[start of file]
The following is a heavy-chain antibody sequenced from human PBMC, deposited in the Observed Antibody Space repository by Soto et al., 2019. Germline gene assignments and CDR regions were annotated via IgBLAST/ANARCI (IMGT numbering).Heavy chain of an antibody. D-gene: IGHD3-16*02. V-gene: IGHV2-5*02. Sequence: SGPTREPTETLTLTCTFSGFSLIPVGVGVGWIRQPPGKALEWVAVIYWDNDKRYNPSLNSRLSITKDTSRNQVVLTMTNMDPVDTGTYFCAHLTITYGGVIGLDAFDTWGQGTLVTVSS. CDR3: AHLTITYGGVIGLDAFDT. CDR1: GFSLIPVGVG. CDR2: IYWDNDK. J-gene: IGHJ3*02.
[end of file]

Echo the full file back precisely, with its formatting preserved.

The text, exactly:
The following is a heavy-chain antibody sequenced from human PBMC, deposited in the Observed Antibody Space repository by Soto et al., 2019. Germline gene assignments and CDR regions were annotated via IgBLAST/ANARCI (IMGT numbering).Heavy chain of an antibody. D-gene: IGHD3-16*02. V-gene: IGHV2-5*02. Sequence: SGPTREPTETLTLTCTFSGFSLIPVGVGVGWIRQPPGKALEWVAVIYWDNDKRYNPSLNSRLSITKDTSRNQVVLTMTNMDPVDTGTYFCAHLTITYGGVIGLDAFDTWGQGTLVTVSS. CDR3: AHLTITYGGVIGLDAFDT. CDR1: GFSLIPVGVG. CDR2: IYWDNDK. J-gene: IGHJ3*02.